When I asked my friend Quentin recently how he liked his new iPhone, he said it was great, except as a telephone. He was right, and as a devoted iPhoner since its introduction, this made me think. My carrier’s coverage (AT&T) is lousy, the 3G connection is slow/patchy and AT&T is expensive, on average $82 a month. I love the …
Or just jailbreak it.
In Germany, it costs me 10EUR a month for 1Gb data and a PayAsYouGo. I mostly use Skype with an online number. In total, about 20 EUR a month.
The best deal I've found so far was in Greece... "Q" offer 1500 minutes to other Q/Wind phones (which seems to be most of Greece) plus 100 Mb data and 1500 SMS for ONE EURO. And you can load that up 4 times a month. My two week holiday, phoning, texting and surfing the web in museums cost me 3 eur!
You're getting shafted so hard by AT&T it makes me cringe.
Pre-paid Android on Virgin Mobile
Couldn't you have just gotten an Android phone through Virgin Mobile? They've got prepaid plans starting at $25 a month.
All irrelevant if you live outside the US
My initial outlay was a bit of a shock, but I just bought my iPhone outright, and got a cheapy contract with excellent coverage. The overall cost is less than going for one of the subsidised deals, certainly less than a load of unintegrated gadgets, and I'm not locked into any long-term contract.
Especially as google voice isn't available in the civilised world!
I'm not sure I agree
I'm very happy with my w880, ipod touch & MiFi setup actually. This is something I've quite independently been using for nearly a year and it suits my lifestyle fine.
The phone is small, pocket sized and cheap so perfect for weekends and nights out.
It also functions very well as a phone as far as taking calls, texting, basic camera & basic surfing (facebook) go.
This is on a super cheap O2 "Simplicity" tarriff which nets me hundreds of minutes and unlimited texts for about 20 quid a month (I think).
The touch I initially got for just music but the MiFi addition means I have a better quality mobile surfing experience at hand if I need it. This mostly gets used at work since they block all the interesting sites (social networking & games etc).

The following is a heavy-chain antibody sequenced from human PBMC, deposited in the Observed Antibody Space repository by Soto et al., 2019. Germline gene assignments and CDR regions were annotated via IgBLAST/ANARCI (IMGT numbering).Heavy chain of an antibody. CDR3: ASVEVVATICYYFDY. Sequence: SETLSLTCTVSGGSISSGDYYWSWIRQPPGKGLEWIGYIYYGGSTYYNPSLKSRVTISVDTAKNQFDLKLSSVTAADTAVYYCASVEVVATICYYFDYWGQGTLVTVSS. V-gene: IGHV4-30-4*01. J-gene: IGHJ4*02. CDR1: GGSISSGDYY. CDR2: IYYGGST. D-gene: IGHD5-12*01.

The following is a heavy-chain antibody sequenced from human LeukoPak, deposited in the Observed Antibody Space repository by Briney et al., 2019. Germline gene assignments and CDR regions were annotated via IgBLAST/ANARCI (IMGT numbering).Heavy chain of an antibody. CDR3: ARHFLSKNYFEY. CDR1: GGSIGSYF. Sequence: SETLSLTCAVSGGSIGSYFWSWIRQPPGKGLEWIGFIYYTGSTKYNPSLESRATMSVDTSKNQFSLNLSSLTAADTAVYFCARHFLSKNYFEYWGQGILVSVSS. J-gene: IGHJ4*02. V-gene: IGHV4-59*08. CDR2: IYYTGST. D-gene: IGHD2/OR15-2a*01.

I rarely go over the 10 quid a month I top up with so it doesn't really cost either :)
Well recommended and I've gained an ipad owning convert in the office already.
I keep looking at a new phone but I keep coming back to size.... touch screens are simply too big !!
"Rethinking the iPhone"
Yep - did that already - its called an Android handset :P
The iPhone is way too costly where I am. (lock in contract if you don't pay upfront). Then there's his jobsness to contend with as well. I've decided, for now at least, to throw my lot in with the android camp.
Bought a cheap prepaid android phone after considering if a smartphone was indeed the way to go.
ONE THIRD the price of an iphone upfront.
Not as flashy as an iPhone no doubt but to be honest, I'm hardly anywhere where a computer is beyond reach.
Battery lasts 3 - 4 days if I use it like my old nokia 'dumb' phone. With all bells and whistles going full-tilt, it lasts a day. Smaller than an iPhone. Apparently more endurance. Less eye-candy no doubt, but does most of what I need. Gives me something to do while waiting for buses, nosh at a restaurant etc.
I know this sounds silly but I still haven't decided which is ultimately better, a dumb phone or a smartphone with all it's liabilities.
I still use both depending on my whim or fancy.
Prepaid... because If you don't make that many calls and people call you, it's... cheap :)
MiFi in shirt pocket...
Probably soon have a wireless heart too. A cooked one.